INVASION BIOLOGY OF INVASIVE SPECIES: BIOCONTROL AND RELATED TECHNOLOGIES FOR EXOTIC INSECT PESTS, WITH EMPHASIS ON ASIAN LONGHORNED BEETLE
Location: Beneficial Insects Introduction Research
Title: Asian Longhorned Beetle: Renewed threat to north-eastern USA and implications worldwide
Submitted to: International Pest Control
Publication Type: Peer Reviewed Journal
Publication Acceptance Date: January 5, 2009
Publication Date: January 15, 2009
Citation: Smith, M.T., Wu, J. 2009. Asian Longhorned Beetle: Renewed threat to north-eastern USA and implications worldwide. International Pest Control. 50(6):311-316.
Interpretive Summary: The Asian Longhorned Beetle (ALB) is native to China and Korea, and has become a serious invasive insect pest of urban forests in North America and Europe, with a new infestation discovered in Worcester, Massachusetts in July 2008. Over 4,000 infested trees have been found in three months of surveying, with numbers expected to top 15,000 trees. Unlike the previous four infestations, the infestation in Worcester has expanded beyond urban forests into the surrounding natural forests, and is very close to urban and natural forests in the five surrounding north eastern where maples trees are very abundant. Given the seriousness of this infestation, federal, state and local agencies, with assistance from private companies and citizens, are working jointly in the eradication program. If eradication is to have any chance of success the full brunt of the existing methods must be brought to bear, including a public awareness blitz; improved visual survey methods; sentinel trees for detection of adult beetles; and insecticides and fungal bands for control of adult beetles and protection of trees from attack. In addition, development for artificial lures for early detection and biological control for immediate and sustained control must be accelerated. These same strategies are urgently needed for the Citrus Longhorned Beetle, a sister species of ALB.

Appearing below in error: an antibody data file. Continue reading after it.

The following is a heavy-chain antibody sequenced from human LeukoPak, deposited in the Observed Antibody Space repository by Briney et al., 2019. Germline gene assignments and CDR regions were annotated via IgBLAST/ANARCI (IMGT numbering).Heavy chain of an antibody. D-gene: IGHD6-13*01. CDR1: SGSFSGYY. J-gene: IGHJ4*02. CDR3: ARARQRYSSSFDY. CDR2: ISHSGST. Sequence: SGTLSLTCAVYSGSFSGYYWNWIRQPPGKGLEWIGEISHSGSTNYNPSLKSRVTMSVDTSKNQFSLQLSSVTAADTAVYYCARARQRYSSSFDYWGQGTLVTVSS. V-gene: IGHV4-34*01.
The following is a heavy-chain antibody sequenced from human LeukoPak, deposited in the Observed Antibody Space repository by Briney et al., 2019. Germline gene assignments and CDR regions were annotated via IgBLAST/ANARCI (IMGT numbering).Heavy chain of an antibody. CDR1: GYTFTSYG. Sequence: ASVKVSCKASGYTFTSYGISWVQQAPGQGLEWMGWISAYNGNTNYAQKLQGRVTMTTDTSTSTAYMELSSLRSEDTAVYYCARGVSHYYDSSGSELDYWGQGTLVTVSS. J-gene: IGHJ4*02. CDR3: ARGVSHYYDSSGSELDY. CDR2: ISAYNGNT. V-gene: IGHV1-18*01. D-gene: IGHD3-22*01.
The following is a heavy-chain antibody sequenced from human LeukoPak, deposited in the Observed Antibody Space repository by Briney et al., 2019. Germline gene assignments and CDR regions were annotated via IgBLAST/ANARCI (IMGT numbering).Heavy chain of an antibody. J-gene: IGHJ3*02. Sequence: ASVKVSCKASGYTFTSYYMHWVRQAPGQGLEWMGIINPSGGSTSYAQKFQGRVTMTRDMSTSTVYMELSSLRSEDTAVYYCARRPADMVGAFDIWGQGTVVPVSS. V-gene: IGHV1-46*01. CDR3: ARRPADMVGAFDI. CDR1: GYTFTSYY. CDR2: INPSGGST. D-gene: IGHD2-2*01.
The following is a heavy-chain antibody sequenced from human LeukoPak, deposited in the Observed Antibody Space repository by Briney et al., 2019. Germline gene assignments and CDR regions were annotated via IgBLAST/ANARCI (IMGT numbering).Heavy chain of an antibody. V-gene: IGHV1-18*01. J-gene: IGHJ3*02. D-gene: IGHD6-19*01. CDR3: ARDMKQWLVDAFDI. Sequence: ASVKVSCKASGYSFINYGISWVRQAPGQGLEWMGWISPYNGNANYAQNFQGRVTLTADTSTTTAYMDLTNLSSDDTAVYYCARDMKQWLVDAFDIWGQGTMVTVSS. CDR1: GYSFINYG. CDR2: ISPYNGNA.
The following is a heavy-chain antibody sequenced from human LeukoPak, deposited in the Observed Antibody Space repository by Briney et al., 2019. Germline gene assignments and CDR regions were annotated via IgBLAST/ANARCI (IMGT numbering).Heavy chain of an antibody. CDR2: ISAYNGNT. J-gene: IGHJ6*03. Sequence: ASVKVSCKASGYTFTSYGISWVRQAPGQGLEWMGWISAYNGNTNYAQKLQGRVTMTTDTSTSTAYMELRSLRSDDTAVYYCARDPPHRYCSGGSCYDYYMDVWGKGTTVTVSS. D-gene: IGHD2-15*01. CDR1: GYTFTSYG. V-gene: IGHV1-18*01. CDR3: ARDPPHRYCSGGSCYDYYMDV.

The Asian Longhorned Beetle (ALB; ANOPLOPHORA GLABRIPENNIS Motschulsky) is a serious invasive pest of urban forests in North America and Europe, with infestations in New York, Illinois, New Jersey, Toronto, Canada, Germany, Austria, Italy and France. In July 2008 a new ALB infestation was discovered in Worcester, Massachusetts, and unlike previous infestations, this infestation has expanded beyond urban forests into the surrounding natural forests. This infestation is in very close proximity to urban and natural forests in Vermont, Maine, New Hampshire, Rhode Island and Connecticut, which are dominated by host tree species preferred by ALB, particularly ACER species.
Over 4,000 infested trees have been found within the first three months of survey, with the current estimated number expected to top 15,000 trees, and the regulated area is now over 62 sq mi. Therefore, the full arsenal of existing survey, detection and control strategies must be brought to bear by federal, state and local agencies if this ALB infestation has any chance of eradication. These include: (1) outreach and education of private citizens and companies for engaging and stimulating their participation and ownership in the eradication program, particularly for detection of infested trees and adult beetles, and for compliance with rules that limit the movement of infested wood (e.g. fire wood); (2) the improved methods for visual survey for infested trees and the models of population spread for more accurately establishing survey boundaries and for early detection of outlying incipient satellite infestations; (3) sentinel trees for early detection of adult beetles and the degree day model for timing the implementation of detection and control strategies targeting adult beetles; (4) systemic and contact insecticides for control of adult beetles and protecting host trees from attack; and (5) entomopathogenic fungal bands for control of adult beetles. In addition, research and develop of technologies for early detection and rapid respond must be accelerated, including artificial lures for early detection of adult beetles and biological control, including both introduced and native species that are host specific, and that are highly efficient at locating and controlling ALB. These same strategies are urgently needed for the Citrus Longhorned Beetle, a sister species of ALB.